“A good listener tries to understand what the other person is saying. In the end, he may disagree sharply, but because he disagrees, he wants to know exactly what it is he is disagreeing with.” – Kenneth A. Wells

Most people, most of the time, are more than willing to listen to what you have to say, so long as what you have to say is interesting.

But what is interesting?

Dale Carnegie’s explanation — first articulated in his book “How to Win Friends and Influence People” — is as true today as it was back then. People are most interested in themselves.

Carnegie said that if you want to be considered a great conversationalist, you should say practically nothing. Instead, you should ask questions about the other person. The periodic question coupled with a lot of nodding will make even the dullest dinner guest appear to be a conversational maven.

So the secret to being an interesting conversationalist is to figure out how to keep turning the conversation back to the other person — his interests, wants, and needs, as well as his thoughts, opinions, and accomplishments.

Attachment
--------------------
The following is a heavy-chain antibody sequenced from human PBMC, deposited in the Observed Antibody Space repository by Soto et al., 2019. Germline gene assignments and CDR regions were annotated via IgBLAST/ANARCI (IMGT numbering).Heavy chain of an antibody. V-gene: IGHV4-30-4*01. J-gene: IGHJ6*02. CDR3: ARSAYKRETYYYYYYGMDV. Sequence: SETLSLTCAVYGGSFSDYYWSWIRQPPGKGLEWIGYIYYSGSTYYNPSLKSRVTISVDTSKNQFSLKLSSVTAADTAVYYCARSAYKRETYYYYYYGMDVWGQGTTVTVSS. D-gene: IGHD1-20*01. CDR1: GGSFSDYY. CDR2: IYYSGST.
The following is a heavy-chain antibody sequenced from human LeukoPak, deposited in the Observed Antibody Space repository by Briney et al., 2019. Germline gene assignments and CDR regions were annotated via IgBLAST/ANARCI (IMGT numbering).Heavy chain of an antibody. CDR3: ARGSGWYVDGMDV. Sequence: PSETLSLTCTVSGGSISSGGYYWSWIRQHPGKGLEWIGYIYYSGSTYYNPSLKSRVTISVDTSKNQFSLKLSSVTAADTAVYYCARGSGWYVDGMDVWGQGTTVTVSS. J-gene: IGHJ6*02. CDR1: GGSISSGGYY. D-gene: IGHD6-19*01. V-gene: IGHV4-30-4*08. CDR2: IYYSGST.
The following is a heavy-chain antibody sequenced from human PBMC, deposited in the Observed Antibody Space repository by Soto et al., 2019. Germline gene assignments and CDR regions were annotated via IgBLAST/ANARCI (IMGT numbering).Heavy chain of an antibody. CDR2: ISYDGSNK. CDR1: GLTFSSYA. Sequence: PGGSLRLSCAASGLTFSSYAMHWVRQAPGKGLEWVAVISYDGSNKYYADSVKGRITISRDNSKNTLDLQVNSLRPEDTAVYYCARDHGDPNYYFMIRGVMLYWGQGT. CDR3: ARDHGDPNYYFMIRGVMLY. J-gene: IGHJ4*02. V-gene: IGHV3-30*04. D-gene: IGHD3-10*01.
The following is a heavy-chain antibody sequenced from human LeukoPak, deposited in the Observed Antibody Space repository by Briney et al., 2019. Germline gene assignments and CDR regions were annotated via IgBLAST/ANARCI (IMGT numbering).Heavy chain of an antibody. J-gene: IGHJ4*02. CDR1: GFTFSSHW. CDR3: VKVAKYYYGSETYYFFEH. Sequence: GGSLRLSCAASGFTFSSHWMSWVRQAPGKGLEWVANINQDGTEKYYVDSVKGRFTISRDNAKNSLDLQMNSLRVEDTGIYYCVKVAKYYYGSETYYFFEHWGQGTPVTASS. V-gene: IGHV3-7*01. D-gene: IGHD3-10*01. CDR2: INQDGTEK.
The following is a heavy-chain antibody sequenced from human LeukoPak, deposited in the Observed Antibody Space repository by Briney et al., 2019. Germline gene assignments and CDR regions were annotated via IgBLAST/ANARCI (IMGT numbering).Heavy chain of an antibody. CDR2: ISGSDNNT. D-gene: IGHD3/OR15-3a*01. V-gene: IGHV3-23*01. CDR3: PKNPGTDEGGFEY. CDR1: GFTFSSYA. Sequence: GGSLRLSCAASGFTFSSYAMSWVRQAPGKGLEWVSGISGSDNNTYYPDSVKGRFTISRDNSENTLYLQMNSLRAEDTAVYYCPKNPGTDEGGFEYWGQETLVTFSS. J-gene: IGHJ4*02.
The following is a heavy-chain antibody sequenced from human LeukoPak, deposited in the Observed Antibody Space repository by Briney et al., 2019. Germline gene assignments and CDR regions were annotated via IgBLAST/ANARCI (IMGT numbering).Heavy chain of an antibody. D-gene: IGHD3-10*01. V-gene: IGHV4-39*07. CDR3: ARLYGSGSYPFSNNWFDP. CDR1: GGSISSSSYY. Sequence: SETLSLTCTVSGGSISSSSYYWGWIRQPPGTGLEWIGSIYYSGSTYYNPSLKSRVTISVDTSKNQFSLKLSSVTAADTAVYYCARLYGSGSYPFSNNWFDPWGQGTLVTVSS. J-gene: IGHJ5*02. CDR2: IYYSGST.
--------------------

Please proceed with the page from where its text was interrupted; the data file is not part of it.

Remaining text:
Start by speaking in the second person. Instead of saying “I think this” or “I want to do that,” try beginning your sentences with “you,” as in “You may like what we have planned for …” or “You probably have a good idea about how we should …”

This is, admittedly, a bit manipulative. But it manipulates you as well as the listener. It pushes you to consider his interests — and that can result in a conversation that is truly more interesting to him.

Other things you can do to encourage “poor listeners” to listen to you:

* Ask for their feedback: “I’d like to hear your reaction to …”

* Make analogies to their favorite subjects: “My plan is like having three all-star pitchers in the bullpen …”

* Make positive statements to encourage their active participation: “That’s a very important and useful point you just made …”